For many people, FoAM equals food. Food gathering as performance art, preparation as design-science, consumption as a social celebration and distribution as participatory economics. Beside being self-taught cooks and foodies, we are authentic 'food geeks'. With our keen interest in culinology (or the 'science of deliciousness'), as well as the social and economic aspects of food, we work to demystify the processes of food and food systems.
Food grows from our relationship with the environment and it should be cherished and respected as such. Living in urban surroundings, many people have forgotten that our roofs, walls and basements can become edible landscapes. Beside re-learning how to grow our own food in permaculture gardens of varying scales, we're also looking at the possibilities for wild-food gathering, alternative trading routes, nomadic kitchens, as well as designing no-waste cycles of food preparation, consumption, digestion and excretion. Having a deeper understanding of the substances and processes that make up our diets will become an essential skill in the increasingly turbulent environments. On the one hand, we can have a better grasp on traditions, in order to keep them alive. On the other hand, we will be able to more easily adapt to new diets, or even invent new cuisines, based on the availability of energy and ingredients.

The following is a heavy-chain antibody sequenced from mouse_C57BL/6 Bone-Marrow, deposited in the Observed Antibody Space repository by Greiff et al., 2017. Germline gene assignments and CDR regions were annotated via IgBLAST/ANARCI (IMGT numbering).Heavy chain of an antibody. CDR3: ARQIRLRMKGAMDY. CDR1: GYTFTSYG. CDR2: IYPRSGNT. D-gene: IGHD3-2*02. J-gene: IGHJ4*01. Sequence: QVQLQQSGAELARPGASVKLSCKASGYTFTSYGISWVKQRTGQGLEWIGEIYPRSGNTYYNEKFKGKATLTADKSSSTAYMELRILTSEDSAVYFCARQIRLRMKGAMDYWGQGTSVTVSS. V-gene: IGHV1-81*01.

Looking at it from a social perspective, food isn’t just a biological fuel, it's also a communal lubricant, one of the oldest cultural products, a symbol of hospitality and bonding. Shared food rituals (from simple lunches to festive banquets) can bond a diverse group of people together better than most verbal or visual communication. Eating a wholesome meal together is associated with physical, but also psychological pleasure, abundance or even play. The entire process of turning growing things into mouth-watering dishes can be filled with excitement. At FoAM, we incorporate food into everything we do: from transdisciplinary team-building, to thematic food events and weekly meetings. We start in the wild, move onto farmers' markets, build relationships with co-ops around the world, or 'fabricate our own' in kitchen-style chemistry labs. We then proceed with meticulous food experiments; whether working with the forgotten tastes of wild plants, exploring ‘time-based’ textures, pairing flavours based on their chemical constituents, or mixing food and digital media. We look for dishes that can nourish people's souls, as well as their senses.
As the gastronome Brilliat-Savarin noted three centuries ago, “the discovery of a new dish does more for human happiness than the discovery of a new star”.